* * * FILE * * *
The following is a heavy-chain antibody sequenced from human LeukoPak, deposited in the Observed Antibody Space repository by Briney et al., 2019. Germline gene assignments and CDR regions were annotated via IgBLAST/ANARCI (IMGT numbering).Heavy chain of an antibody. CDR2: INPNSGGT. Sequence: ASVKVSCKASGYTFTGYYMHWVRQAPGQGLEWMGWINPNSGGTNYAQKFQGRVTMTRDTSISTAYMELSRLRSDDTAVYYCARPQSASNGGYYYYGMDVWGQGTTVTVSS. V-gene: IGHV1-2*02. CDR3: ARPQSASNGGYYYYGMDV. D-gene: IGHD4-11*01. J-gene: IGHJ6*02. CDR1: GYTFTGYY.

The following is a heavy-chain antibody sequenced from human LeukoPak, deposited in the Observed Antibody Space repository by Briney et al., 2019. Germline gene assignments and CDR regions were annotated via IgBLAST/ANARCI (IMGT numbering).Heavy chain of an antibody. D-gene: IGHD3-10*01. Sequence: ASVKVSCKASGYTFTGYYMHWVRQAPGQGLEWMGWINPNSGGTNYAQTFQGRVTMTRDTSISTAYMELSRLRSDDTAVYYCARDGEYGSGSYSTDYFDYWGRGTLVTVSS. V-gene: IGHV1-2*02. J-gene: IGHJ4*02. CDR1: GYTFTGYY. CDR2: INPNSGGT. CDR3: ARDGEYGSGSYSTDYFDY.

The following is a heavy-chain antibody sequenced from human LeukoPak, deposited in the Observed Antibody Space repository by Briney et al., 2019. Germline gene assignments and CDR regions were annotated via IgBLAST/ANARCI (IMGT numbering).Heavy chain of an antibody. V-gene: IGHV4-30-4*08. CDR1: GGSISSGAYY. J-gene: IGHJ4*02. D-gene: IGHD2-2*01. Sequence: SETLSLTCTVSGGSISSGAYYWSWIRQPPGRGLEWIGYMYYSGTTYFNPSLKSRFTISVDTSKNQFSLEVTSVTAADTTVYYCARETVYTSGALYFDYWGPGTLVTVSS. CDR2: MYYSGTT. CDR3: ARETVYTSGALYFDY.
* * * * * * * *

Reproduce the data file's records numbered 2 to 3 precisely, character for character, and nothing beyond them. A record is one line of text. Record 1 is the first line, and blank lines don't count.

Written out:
The following is a heavy-chain antibody sequenced from human LeukoPak, deposited in the Observed Antibody Space repository by Briney et al., 2019. Germline gene assignments and CDR regions were annotated via IgBLAST/ANARCI (IMGT numbering).Heavy chain of an antibody. D-gene: IGHD3-10*01. Sequence: ASVKVSCKASGYTFTGYYMHWVRQAPGQGLEWMGWINPNSGGTNYAQTFQGRVTMTRDTSISTAYMELSRLRSDDTAVYYCARDGEYGSGSYSTDYFDYWGRGTLVTVSS. V-gene: IGHV1-2*02. J-gene: IGHJ4*02. CDR1: GYTFTGYY. CDR2: INPNSGGT. CDR3: ARDGEYGSGSYSTDYFDY.

The following is a heavy-chain antibody sequenced from human LeukoPak, deposited in the Observed Antibody Space repository by Briney et al., 2019. Germline gene assignments and CDR regions were annotated via IgBLAST/ANARCI (IMGT numbering).Heavy chain of an antibody. V-gene: IGHV4-30-4*08. CDR1: GGSISSGAYY. J-gene: IGHJ4*02. D-gene: IGHD2-2*01. Sequence: SETLSLTCTVSGGSISSGAYYWSWIRQPPGRGLEWIGYMYYSGTTYFNPSLKSRFTISVDTSKNQFSLEVTSVTAADTTVYYCARETVYTSGALYFDYWGPGTLVTVSS. CDR2: MYYSGTT. CDR3: ARETVYTSGALYFDY.